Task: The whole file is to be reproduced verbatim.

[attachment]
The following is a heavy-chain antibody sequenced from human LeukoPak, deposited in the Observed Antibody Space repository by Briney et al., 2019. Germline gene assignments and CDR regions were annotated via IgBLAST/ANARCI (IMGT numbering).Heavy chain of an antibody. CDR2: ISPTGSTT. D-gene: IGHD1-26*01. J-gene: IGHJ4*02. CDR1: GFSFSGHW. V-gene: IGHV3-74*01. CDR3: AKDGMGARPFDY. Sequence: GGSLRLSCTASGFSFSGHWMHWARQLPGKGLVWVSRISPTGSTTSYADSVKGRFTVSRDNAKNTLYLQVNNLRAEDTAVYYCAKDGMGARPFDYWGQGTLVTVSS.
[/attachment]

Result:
The following is a heavy-chain antibody sequenced from human LeukoPak, deposited in the Observed Antibody Space repository by Briney et al., 2019. Germline gene assignments and CDR regions were annotated via IgBLAST/ANARCI (IMGT numbering).Heavy chain of an antibody. CDR2: ISPTGSTT. D-gene: IGHD1-26*01. J-gene: IGHJ4*02. CDR1: GFSFSGHW. V-gene: IGHV3-74*01. CDR3: AKDGMGARPFDY. Sequence: GGSLRLSCTASGFSFSGHWMHWARQLPGKGLVWVSRISPTGSTTSYADSVKGRFTVSRDNAKNTLYLQVNNLRAEDTAVYYCAKDGMGARPFDYWGQGTLVTVSS.